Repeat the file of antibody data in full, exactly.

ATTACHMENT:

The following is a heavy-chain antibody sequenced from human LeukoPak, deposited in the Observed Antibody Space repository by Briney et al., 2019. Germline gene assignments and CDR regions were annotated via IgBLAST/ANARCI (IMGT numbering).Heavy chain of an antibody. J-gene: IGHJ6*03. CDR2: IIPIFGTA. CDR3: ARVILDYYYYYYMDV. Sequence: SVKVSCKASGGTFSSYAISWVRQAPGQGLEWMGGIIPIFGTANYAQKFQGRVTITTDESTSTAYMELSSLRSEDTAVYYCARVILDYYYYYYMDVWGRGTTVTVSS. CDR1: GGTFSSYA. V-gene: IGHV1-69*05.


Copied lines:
The following is a heavy-chain antibody sequenced from human LeukoPak, deposited in the Observed Antibody Space repository by Briney et al., 2019. Germline gene assignments and CDR regions were annotated via IgBLAST/ANARCI (IMGT numbering).Heavy chain of an antibody. J-gene: IGHJ6*03. CDR2: IIPIFGTA. CDR3: ARVILDYYYYYYMDV. Sequence: SVKVSCKASGGTFSSYAISWVRQAPGQGLEWMGGIIPIFGTANYAQKFQGRVTITTDESTSTAYMELSSLRSEDTAVYYCARVILDYYYYYYMDVWGRGTTVTVSS. CDR1: GGTFSSYA. V-gene: IGHV1-69*05.